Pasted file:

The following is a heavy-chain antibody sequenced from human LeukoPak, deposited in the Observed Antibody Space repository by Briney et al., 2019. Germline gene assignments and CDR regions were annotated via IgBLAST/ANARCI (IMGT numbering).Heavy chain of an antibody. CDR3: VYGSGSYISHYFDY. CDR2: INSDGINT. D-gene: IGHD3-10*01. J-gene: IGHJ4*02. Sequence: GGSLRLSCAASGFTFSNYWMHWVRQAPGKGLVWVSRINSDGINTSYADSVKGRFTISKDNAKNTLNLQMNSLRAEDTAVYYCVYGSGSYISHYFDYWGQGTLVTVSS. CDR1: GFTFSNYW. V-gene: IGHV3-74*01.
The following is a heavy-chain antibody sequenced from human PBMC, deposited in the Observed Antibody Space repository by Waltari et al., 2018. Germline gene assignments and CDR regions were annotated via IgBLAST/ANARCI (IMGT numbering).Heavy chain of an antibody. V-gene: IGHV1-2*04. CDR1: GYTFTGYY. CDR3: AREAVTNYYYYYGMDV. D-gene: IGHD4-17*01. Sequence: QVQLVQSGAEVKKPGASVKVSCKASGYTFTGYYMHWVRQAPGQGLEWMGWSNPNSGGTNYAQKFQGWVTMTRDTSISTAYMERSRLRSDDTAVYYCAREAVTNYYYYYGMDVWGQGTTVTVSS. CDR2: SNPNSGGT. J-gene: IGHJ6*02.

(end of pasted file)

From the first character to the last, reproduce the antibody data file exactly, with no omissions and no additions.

The following is a heavy-chain antibody sequenced from human LeukoPak, deposited in the Observed Antibody Space repository by Briney et al., 2019. Germline gene assignments and CDR regions were annotated via IgBLAST/ANARCI (IMGT numbering).Heavy chain of an antibody. CDR3: VYGSGSYISHYFDY. CDR2: INSDGINT. D-gene: IGHD3-10*01. J-gene: IGHJ4*02. Sequence: GGSLRLSCAASGFTFSNYWMHWVRQAPGKGLVWVSRINSDGINTSYADSVKGRFTISKDNAKNTLNLQMNSLRAEDTAVYYCVYGSGSYISHYFDYWGQGTLVTVSS. CDR1: GFTFSNYW. V-gene: IGHV3-74*01.
The following is a heavy-chain antibody sequenced from human PBMC, deposited in the Observed Antibody Space repository by Waltari et al., 2018. Germline gene assignments and CDR regions were annotated via IgBLAST/ANARCI (IMGT numbering).Heavy chain of an antibody. V-gene: IGHV1-2*04. CDR1: GYTFTGYY. CDR3: AREAVTNYYYYYGMDV. D-gene: IGHD4-17*01. Sequence: QVQLVQSGAEVKKPGASVKVSCKASGYTFTGYYMHWVRQAPGQGLEWMGWSNPNSGGTNYAQKFQGWVTMTRDTSISTAYMERSRLRSDDTAVYYCAREAVTNYYYYYGMDVWGQGTTVTVSS. CDR2: SNPNSGGT. J-gene: IGHJ6*02.